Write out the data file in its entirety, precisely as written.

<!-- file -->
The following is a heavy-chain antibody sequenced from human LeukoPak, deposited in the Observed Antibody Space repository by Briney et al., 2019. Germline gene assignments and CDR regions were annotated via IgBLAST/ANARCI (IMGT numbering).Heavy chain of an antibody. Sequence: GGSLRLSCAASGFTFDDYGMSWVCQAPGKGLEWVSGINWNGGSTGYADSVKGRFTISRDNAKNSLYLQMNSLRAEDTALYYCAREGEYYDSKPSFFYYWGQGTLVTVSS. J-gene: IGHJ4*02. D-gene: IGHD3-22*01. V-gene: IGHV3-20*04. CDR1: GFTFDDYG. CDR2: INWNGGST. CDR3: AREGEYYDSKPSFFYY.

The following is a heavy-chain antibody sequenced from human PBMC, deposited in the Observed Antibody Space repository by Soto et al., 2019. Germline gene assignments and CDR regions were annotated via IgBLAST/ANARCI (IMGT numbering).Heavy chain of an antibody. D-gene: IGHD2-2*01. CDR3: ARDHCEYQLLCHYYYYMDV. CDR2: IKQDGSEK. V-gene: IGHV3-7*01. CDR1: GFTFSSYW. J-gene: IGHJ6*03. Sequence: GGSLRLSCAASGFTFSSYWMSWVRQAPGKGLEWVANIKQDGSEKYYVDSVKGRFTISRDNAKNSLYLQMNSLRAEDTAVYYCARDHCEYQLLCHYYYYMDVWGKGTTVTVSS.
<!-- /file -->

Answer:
The following is a heavy-chain antibody sequenced from human LeukoPak, deposited in the Observed Antibody Space repository by Briney et al., 2019. Germline gene assignments and CDR regions were annotated via IgBLAST/ANARCI (IMGT numbering).Heavy chain of an antibody. Sequence: GGSLRLSCAASGFTFDDYGMSWVCQAPGKGLEWVSGINWNGGSTGYADSVKGRFTISRDNAKNSLYLQMNSLRAEDTALYYCAREGEYYDSKPSFFYYWGQGTLVTVSS. J-gene: IGHJ4*02. D-gene: IGHD3-22*01. V-gene: IGHV3-20*04. CDR1: GFTFDDYG. CDR2: INWNGGST. CDR3: AREGEYYDSKPSFFYY.

The following is a heavy-chain antibody sequenced from human PBMC, deposited in the Observed Antibody Space repository by Soto et al., 2019. Germline gene assignments and CDR regions were annotated via IgBLAST/ANARCI (IMGT numbering).Heavy chain of an antibody. D-gene: IGHD2-2*01. CDR3: ARDHCEYQLLCHYYYYMDV. CDR2: IKQDGSEK. V-gene: IGHV3-7*01. CDR1: GFTFSSYW. J-gene: IGHJ6*03. Sequence: GGSLRLSCAASGFTFSSYWMSWVRQAPGKGLEWVANIKQDGSEKYYVDSVKGRFTISRDNAKNSLYLQMNSLRAEDTAVYYCARDHCEYQLLCHYYYYMDVWGKGTTVTVSS.